Is Rangarajan such a bland, banal name? Does not seem so, but why a plethora of Rangarajans of the earth have hidden behind aliases in their pursuit of gaining name and fame? Is it because the ones who have not opted to do so, have only managed to turn out to be boring central bankers, listless LDCs, uninspiring under-secretaries or the pan munching mamas of the neighbourhood? So if one is born Rangarajan and still wishes to achieve not just professional success but ultimate crowning glory, hide under an alias. Your dreams might just take you to the summit you were yearning for!
Two such aliases immediately come to mind.
Sujatha and Vaalee. Two luminaries, who added color to Tamil literature, each in his own unique way. The former who made popular reading fashionable; brought a whiff of scientific temper to his audience, even while managing not to be straight-jacketed into a sci-fi writer. Exhibited a vast repertoire, from Srirangam Maidens to Salavaikkari of Mexico, from Karayellam Shenbagappoo to Katradhum Petradhum. His sharp mind and brilliant writing skills, not every one can aspire to be endowed with. Not all talent can be cultivated either, some needs to be there deep inside your DNA. Yes, writer Sujatha had that streak of brilliance in his genes and doubtless, was a genius. But this piece is not about him. His mention here is only casual, only in relation to the Ranagarajan aliases. He is just a passing reference…..
…..This is about the other famous Rangarajan. The one, who bid us goodbye yesterday. This is about Vaalee’s vivacity and versatility. This is about his long, successful journey spanning five decades. A sojourn which betrayed no signs of exhaustion up until the moment the traveler fell down and never got up again. This is about a life full of poetry, a poetry of a life.
This Vaalee was actually the Sugreev in Tamil film-lyrics kingdom. Always reckoned as the underdog to the original Vali i.e. Kannadasan, always lived in his shadow. Into a kingdom ruled by Kannadasan, our (Sugreev) Vaalee initially found it difficult to step, let alone rule it with honour and pomp. He fought with all his might but to no avail. He became depressed, dejected and decided to take exile from the kingdom of Kodambakkam. Legend has it that PBS played ‘mayakkama kalakkama…’ penned by his very adversary, and the song shook his insides. He returned with a vigour to the kingdom, succeeding in riveting the world’s attention to the magic he wove in the film karpagam and from then on there was no looking back. The veteran Vali and the just arrived Sugreev walked hand in hand and strode Tamil film world for well over three decades.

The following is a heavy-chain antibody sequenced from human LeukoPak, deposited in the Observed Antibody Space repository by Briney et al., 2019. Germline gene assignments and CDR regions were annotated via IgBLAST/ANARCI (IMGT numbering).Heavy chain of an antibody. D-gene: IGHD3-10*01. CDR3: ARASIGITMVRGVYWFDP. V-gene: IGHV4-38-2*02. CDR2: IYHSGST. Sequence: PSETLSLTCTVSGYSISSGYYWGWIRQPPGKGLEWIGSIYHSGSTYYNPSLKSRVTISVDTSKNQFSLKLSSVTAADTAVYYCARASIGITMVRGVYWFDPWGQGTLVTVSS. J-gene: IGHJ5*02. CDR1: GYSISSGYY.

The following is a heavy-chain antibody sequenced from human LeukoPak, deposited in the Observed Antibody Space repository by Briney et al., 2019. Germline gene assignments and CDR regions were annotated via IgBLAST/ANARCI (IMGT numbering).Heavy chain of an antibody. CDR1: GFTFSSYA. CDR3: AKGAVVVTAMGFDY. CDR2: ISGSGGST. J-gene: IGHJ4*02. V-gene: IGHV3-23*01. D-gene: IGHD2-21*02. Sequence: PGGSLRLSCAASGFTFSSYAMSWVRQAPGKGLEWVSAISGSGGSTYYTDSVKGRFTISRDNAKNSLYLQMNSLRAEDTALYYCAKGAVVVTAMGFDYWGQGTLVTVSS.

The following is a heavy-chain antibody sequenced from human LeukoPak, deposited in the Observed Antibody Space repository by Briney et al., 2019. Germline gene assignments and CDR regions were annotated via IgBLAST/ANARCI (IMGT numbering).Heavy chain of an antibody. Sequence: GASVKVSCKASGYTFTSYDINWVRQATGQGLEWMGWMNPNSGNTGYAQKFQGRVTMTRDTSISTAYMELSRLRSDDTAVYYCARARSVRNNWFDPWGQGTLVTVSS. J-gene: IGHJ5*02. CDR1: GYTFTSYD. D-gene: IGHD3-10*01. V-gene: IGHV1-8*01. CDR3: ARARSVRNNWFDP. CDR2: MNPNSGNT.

Not hundred, not a thousand but a staggering 10000 songs sprouted from his ever fertile literary mind. He could write, with equal felicity, about love, death, injustice, impotence, the virtuous, the wicked, the gods, the scoundrels and a million other things. He was the voice of MGR. The MGR our folks saw in their lives owed half his image to Vaalee. Vaalee was the spring from which valour, chivalry, anger, compassion and love flowed through the medium of MGR to the outside world. Vaalee was the breath in MGR’s life. MGR dared his enemies by belting out “naan aanayittal” but the actual 'aanai' was that of the sutradar Vaalee. The duo of MGR and Vaalee was no less potent than the other (rival) worthy duo of Kannadasan and Sivaji. It was destined to be so. If the KS duo was bitter sweet, the MV was hot and pungent. If KS evoked tears, MV evoked a hearty laughter. Both the tastes were of course needed for the meal to be wholesome and delicious. Both the emotions are needed to maintain one’s composure.